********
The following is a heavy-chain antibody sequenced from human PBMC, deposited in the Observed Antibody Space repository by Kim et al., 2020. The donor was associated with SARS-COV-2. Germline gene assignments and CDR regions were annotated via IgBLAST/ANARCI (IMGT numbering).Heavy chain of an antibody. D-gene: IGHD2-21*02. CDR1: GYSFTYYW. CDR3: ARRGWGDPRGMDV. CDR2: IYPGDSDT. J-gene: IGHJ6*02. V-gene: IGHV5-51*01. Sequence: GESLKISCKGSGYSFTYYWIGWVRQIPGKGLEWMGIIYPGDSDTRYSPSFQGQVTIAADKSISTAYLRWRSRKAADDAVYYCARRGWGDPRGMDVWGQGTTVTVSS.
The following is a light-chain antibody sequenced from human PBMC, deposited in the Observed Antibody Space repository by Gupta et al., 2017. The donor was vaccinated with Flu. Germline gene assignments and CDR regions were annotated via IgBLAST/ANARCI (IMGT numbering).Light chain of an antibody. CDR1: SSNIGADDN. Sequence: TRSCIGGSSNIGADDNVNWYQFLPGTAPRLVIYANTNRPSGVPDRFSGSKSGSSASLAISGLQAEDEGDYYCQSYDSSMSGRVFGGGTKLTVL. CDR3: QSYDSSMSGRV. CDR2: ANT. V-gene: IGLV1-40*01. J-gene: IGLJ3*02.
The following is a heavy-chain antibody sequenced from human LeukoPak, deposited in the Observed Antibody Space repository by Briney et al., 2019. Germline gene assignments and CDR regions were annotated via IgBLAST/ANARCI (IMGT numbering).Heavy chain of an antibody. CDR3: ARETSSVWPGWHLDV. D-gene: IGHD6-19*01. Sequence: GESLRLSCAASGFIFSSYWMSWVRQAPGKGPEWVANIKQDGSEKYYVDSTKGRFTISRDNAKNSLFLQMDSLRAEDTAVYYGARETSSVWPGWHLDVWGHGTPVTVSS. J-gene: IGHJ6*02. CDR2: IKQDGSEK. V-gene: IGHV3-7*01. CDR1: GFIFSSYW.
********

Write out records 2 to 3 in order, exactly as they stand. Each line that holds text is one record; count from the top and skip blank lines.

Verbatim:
The following is a light-chain antibody sequenced from human PBMC, deposited in the Observed Antibody Space repository by Gupta et al., 2017. The donor was vaccinated with Flu. Germline gene assignments and CDR regions were annotated via IgBLAST/ANARCI (IMGT numbering).Light chain of an antibody. CDR1: SSNIGADDN. Sequence: TRSCIGGSSNIGADDNVNWYQFLPGTAPRLVIYANTNRPSGVPDRFSGSKSGSSASLAISGLQAEDEGDYYCQSYDSSMSGRVFGGGTKLTVL. CDR3: QSYDSSMSGRV. CDR2: ANT. V-gene: IGLV1-40*01. J-gene: IGLJ3*02.
The following is a heavy-chain antibody sequenced from human LeukoPak, deposited in the Observed Antibody Space repository by Briney et al., 2019. Germline gene assignments and CDR regions were annotated via IgBLAST/ANARCI (IMGT numbering).Heavy chain of an antibody. CDR3: ARETSSVWPGWHLDV. D-gene: IGHD6-19*01. Sequence: GESLRLSCAASGFIFSSYWMSWVRQAPGKGPEWVANIKQDGSEKYYVDSTKGRFTISRDNAKNSLFLQMDSLRAEDTAVYYGARETSSVWPGWHLDVWGHGTPVTVSS. J-gene: IGHJ6*02. CDR2: IKQDGSEK. V-gene: IGHV3-7*01. CDR1: GFIFSSYW.